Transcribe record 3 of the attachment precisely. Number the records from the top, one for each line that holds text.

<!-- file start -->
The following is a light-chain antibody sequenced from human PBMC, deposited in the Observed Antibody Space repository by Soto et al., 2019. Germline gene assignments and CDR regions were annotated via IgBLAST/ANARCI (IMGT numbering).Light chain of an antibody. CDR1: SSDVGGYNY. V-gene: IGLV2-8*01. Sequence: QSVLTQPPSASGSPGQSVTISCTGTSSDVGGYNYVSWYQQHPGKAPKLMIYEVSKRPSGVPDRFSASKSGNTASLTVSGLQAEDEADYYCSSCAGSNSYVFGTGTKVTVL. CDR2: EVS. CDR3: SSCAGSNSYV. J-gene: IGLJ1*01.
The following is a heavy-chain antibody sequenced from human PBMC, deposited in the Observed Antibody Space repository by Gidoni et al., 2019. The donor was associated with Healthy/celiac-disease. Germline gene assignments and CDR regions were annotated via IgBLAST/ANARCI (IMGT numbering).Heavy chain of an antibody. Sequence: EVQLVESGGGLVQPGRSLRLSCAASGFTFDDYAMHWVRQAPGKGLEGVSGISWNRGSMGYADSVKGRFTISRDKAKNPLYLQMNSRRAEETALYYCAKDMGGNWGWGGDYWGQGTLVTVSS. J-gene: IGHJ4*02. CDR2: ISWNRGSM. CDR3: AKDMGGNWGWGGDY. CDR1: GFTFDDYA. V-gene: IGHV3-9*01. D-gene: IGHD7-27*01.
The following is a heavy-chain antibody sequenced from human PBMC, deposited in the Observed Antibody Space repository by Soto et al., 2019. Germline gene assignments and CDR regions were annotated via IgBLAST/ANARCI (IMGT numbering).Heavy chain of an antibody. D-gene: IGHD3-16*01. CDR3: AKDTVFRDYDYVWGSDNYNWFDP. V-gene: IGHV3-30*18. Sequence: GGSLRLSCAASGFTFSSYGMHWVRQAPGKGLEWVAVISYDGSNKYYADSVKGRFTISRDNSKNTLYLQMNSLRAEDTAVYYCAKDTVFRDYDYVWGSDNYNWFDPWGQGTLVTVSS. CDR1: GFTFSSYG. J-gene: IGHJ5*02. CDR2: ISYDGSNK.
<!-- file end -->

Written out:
The following is a heavy-chain antibody sequenced from human PBMC, deposited in the Observed Antibody Space repository by Soto et al., 2019. Germline gene assignments and CDR regions were annotated via IgBLAST/ANARCI (IMGT numbering).Heavy chain of an antibody. D-gene: IGHD3-16*01. CDR3: AKDTVFRDYDYVWGSDNYNWFDP. V-gene: IGHV3-30*18. Sequence: GGSLRLSCAASGFTFSSYGMHWVRQAPGKGLEWVAVISYDGSNKYYADSVKGRFTISRDNSKNTLYLQMNSLRAEDTAVYYCAKDTVFRDYDYVWGSDNYNWFDPWGQGTLVTVSS. CDR1: GFTFSSYG. J-gene: IGHJ5*02. CDR2: ISYDGSNK.